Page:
chlorine

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chlorine

 (Cl) [klor´ēn]
a gaseous chemical element, atomic number 17, atomic weight 35.453. (See Appendix 6.) It is a disinfectant, decolorizer, and irritant poison. It is used for disinfecting, fumigating, and bleaching, either in an aqueous solution or in the form of chlorinated lime.
Miller-Keane Encyclopedia and Dictionary of Medicine, Nursing, and Allied Health, Seventh Edition. © 2003 by Saunders, an imprint of Elsevier, Inc. All rights reserved.

chlo·rine (Cl),

(klōr'ēn), Do not confuse this word with chlorin.
1. A greenish, toxic, gaseous element; atomic no. 17, atomic wt. 35.4527; a halogen used as a disinfectant and bleaching agent in the form of hypochlorite or of chlorine water, because of its oxidizing power.
2. The molecular form of chlorine (1), Cl2 (dichloride).
[G. chloros, greenish yellow]
Farlex Partner Medical Dictionary © Farlex 2012

chlorine

A toxic gaseous element–atomic number 17, atomic weight 35.45, used as a bleaching agent; although clorine is the critical for metabolism, it is present as chloride, which has a valence of –1. See Chloride.
McGraw-Hill Concise Dictionary of Modern Medicine. © 2002 by The McGraw-Hill Companies, Inc.

chlo·rine

(Cl) (klōr'ēn)
1. A greenish, toxic, gaseous element, atomic no. 17, atomic wt. 35.4527; a halogen used as a disinfectant and bleaching agent in the form of hypochlorite or chlorine water, because of its oxidizing power; also used as a chemical warfare agent.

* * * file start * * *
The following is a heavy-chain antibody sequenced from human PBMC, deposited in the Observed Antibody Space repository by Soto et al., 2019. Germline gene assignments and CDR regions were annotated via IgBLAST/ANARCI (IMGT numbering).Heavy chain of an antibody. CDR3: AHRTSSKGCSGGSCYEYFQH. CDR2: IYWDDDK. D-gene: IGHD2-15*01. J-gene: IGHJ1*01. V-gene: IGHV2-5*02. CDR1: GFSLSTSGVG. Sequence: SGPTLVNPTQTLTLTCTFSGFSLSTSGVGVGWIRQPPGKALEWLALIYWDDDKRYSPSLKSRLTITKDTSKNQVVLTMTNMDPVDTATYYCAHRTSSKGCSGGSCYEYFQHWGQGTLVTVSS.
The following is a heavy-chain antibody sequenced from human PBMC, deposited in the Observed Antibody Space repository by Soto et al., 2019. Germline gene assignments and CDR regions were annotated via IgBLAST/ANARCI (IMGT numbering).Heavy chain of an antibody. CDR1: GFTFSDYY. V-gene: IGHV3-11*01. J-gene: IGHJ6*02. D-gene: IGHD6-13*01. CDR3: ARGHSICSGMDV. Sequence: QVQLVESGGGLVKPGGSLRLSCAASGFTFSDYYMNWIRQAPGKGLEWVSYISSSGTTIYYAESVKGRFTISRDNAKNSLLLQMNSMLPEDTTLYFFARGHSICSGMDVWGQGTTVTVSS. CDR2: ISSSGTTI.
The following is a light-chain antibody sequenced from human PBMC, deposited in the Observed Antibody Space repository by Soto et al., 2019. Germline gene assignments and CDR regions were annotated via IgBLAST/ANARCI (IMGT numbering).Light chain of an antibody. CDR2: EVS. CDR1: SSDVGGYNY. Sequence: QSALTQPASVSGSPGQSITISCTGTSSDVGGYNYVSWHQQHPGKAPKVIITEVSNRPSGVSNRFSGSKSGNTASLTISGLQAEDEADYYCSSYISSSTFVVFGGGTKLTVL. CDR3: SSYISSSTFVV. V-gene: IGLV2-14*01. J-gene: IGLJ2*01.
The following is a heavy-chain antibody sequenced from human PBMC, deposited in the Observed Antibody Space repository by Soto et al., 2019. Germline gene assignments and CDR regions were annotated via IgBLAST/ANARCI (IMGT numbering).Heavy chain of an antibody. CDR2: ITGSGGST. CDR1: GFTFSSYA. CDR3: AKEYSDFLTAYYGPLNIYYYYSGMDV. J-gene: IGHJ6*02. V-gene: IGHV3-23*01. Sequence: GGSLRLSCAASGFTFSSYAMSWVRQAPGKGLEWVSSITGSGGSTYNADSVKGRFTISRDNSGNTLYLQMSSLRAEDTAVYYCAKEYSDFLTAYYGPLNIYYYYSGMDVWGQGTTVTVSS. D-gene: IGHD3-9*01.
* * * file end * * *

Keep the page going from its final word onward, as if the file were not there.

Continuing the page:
2. The molecular form of chlorine (1), Cl2.
[G. chloros, greenish yellow]
Medical Dictionary for the Health Professions and Nursing © Farlex 2012

chlo·rine

(klōr'ēn)
A greenish, toxic, gaseous element used as a disinfectant and bleaching agent in the form of hypochlorite or of chlorine water.
[G. chloros, greenish yellow]
Medical Dictionary for the Dental Professions © Farlex 2012

Patient discussion about chlorine

Q. Are throat nodulars caused by second hand smoke, allergy drip, and reflux. Also can chlorine and rust in water

A. Throat nodules, or also known as - vocal cord nodules, are usually caused by maximum contact between the two vocal cords. The cause of these formations are usually strenuous or abusive voice practices such as yelling and coughing. Persons who are often susceptible are those who use their voice constantly in a loud environment. Examples include teachers, cheerleaders, politicians, actors, musicians and singers. I am not sure I understand the question about chlorine and rust in water, I don't think these factors have a connection to vocal cord nodules. Other throat nodules can be cause by smoking (not as much in second hand smoke), alcohol or chewed tobbacco use.

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